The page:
Posted by News Express | 26 March 2017 | 2,441 times
South-East governors are under intense pressure for full disclosure on how they spent the more than $800 million first tranche of the Paris Club refund.
The figure is the largesse that accrued to the five states in the zone out of the overall $6.9 billion Paris Club refund to all the 36 states and the Federal Capital Territory (FCT).
The amount that accrued to each of the five states included: Abia got 151,410,816.39; Anambra-162,163,091.98; Enugu-142,034,156.54; Imo-185,451,792.92 and Ebonyi-119,419,427.74.
Twenty groups comprising professionals, spearheading the demand for accountability from the governors, said no fresh refund should be made to the states until their governors rendered full account for the initial fund.
Most of the states in the two zones are bogged down by months of unpaid workers’ salaries and pensions, as well as infrastructural decay.
Acting under the aegis of South-East Democracy Clinic (SEDC), the coalition, which said its members had consistently monitored the management of public resources by the present and past governors, was worried about the failure of governance in the zone.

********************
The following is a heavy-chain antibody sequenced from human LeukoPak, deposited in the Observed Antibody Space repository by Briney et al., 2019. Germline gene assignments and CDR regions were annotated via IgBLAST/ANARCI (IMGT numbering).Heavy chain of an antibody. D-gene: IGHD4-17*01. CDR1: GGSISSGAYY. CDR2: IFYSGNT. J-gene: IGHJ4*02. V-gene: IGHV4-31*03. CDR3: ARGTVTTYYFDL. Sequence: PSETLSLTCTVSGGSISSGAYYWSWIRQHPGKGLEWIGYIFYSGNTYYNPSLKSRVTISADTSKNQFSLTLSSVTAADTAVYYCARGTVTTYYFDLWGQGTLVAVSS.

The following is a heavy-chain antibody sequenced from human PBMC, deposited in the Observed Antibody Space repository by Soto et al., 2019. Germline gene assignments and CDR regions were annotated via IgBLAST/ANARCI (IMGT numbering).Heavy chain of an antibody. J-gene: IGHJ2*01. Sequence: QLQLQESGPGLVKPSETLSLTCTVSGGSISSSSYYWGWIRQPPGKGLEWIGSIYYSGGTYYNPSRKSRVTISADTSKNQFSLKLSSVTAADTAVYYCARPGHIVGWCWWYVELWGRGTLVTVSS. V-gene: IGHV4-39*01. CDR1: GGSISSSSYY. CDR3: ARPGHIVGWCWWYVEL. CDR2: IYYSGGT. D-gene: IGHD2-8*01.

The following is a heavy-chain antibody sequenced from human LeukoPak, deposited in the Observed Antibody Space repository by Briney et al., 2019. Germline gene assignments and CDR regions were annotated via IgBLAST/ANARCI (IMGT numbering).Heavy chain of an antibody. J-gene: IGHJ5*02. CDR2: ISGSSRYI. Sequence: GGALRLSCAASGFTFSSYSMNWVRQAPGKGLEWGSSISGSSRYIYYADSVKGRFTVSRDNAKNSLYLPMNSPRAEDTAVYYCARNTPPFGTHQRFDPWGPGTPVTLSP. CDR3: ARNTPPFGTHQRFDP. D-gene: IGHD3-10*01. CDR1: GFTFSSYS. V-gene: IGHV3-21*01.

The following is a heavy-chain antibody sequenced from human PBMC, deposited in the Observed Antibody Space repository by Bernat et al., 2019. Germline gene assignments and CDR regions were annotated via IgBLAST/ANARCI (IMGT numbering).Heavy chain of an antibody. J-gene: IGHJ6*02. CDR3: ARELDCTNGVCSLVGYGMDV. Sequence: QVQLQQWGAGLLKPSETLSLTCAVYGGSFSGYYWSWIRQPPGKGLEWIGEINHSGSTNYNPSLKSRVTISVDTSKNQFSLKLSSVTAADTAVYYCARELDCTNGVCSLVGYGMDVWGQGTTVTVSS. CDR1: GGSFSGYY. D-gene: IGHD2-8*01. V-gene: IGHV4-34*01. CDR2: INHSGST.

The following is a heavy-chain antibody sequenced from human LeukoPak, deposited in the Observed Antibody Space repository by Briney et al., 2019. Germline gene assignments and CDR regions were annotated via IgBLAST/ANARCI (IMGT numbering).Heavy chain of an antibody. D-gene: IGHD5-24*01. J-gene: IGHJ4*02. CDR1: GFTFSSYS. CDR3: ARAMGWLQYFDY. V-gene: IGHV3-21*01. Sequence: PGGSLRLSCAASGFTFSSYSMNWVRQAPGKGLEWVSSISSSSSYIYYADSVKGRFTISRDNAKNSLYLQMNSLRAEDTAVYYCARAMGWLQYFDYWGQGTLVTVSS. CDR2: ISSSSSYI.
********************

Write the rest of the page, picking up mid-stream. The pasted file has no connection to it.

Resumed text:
“The secret nature of handling public resources as well as personalisation of decisions on public resources has made South-East development to heavily suffer stagnation, and in some cases, retrogression.
“Since 1999, there have been several scandals that border on fraud, waste and abuse of resources belonging to one South-East state or another. It has been observed also that the budget process in the South-East is exclusive of citizens, except in Enugu and Anambra, where reforms have started but have not gained strong roots.
“Till date, no South-East governor, who collected the salary bailout funds, has been able to clearly account for how it was spent,” the coalition claimed.
It added: “We make this demand believing that South-East governors have the responsibility of ensuring that they judiciously use the allocations to the region to cushion the effects of both federal marginalisation and the current economic recession.
“If our demands are not met within one month, the civil society organisations will consider statutory accountability options and other legal avenues to stimulate the desired citizens’ accountability in South-East Nigeria,” the organisation stated. (Sunday Tribune)
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